Changes In Industry Architecture
I have been speaking a lot recently about how the industry architecture is changing, changing in line with regulatory change from being a product lead and product distribution architecture to a more consumer centric architecture.
So what is the difference ?
- Does the new architecture still involve platforms ? Yes (but they move from being menu driven supermarkets to back office outsourcers)
- Does the new architecture still involve those who deal with investors ? Yes (although the justification of their value may be a little more transparent)
- Does the new architecture still involve those who manage investments ? Yes … although….
- Does the new architecture leave the same environment for the commercialising of investment products ? NO !
So what does this last point mean ? Well it means that a lot of the behaviour that has developed over the last few decades in incenting layers of the industry between product provider towards the investor are undergoing change, as this is no longer to be permitted. Combined with the fact that if anyone was taking the risk for recommendation of products in less than a ‘perfect’ way, will now have a duty of care to choose the best product (or solution) for the investor.
The combination of these two points fundamentally iron out the industry architecture and ‘supply chain’ from being one where each layer has it’s own clients, relationships, management of such, metrics, focus, culture to one where the whole supply chain has to focus on in delivering transparent and more tangible value to the end investor who can see what they are paying for. It means that every participant has to stand up and focus on the rising sun of the new regulatory and consumer driven regime. All participants must fundamentally consider the value that they are providing, and for what costs, and as many others write about, at what risk.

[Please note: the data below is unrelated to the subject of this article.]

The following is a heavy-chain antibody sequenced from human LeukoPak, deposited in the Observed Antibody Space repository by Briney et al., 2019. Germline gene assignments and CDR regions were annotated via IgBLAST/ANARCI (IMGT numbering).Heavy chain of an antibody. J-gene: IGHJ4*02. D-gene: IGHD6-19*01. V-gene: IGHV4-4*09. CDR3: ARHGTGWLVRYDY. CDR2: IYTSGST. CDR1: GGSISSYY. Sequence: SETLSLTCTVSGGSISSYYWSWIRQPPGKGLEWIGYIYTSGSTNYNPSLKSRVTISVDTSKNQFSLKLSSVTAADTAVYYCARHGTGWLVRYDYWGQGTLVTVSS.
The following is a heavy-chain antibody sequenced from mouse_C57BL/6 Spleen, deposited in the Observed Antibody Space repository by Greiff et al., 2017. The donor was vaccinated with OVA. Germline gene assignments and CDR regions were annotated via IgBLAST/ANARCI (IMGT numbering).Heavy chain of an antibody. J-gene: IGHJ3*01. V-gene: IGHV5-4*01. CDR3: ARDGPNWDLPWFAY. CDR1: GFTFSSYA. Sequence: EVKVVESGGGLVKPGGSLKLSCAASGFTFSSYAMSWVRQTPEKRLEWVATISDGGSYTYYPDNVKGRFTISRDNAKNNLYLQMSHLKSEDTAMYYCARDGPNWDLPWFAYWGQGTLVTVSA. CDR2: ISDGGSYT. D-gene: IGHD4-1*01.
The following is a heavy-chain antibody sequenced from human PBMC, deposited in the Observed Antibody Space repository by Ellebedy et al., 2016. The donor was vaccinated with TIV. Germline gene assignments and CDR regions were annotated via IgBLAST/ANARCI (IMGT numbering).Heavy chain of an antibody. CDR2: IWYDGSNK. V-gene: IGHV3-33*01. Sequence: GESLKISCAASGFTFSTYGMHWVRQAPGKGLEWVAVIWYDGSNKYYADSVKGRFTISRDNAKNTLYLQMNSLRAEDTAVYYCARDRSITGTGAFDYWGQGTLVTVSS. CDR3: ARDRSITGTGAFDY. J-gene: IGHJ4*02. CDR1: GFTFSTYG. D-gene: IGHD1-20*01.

The systemic impact of this need for alignment in focus of all areas of the industry towards this new world is now being starting to be understood, and a large part of this is the positioning of the value add of investment management. There is no doubt in my mind that this discipline adds consumer value, but what is happening is that this activity is moving closer to the client where, unlike in a ‘product’ where everyone is treated the same (remember how can it be right that the investments for a 20 year old be in the same fund as a 70 year old), by moving the process to the client can facilitate a high degree of personalisation and value creating ‘context’ for each investor.
With this we are seeing professionals with investment management skill sets popping up elsewhere in the supply chain, in boutique portfolio managers, in financial advisory firms, even in investment platforms where they can operate with perhaps a higher level of efficiency as they are closer to the registry of assets.
The next chapter which we are also seeing is that now product manufacturers are starting to respond to this and having to re-invent their proposition to compete. Productised ‘funds’ move over, it’s now about portfolios, portfolios about investors. The questions for many is ‘what value are you adding ?, how do you fit into this new era of proposition ?, what relationships do you need to change or develop ?, how do you get paid ?’.
Little doubt that some of you may be thinking about this already…..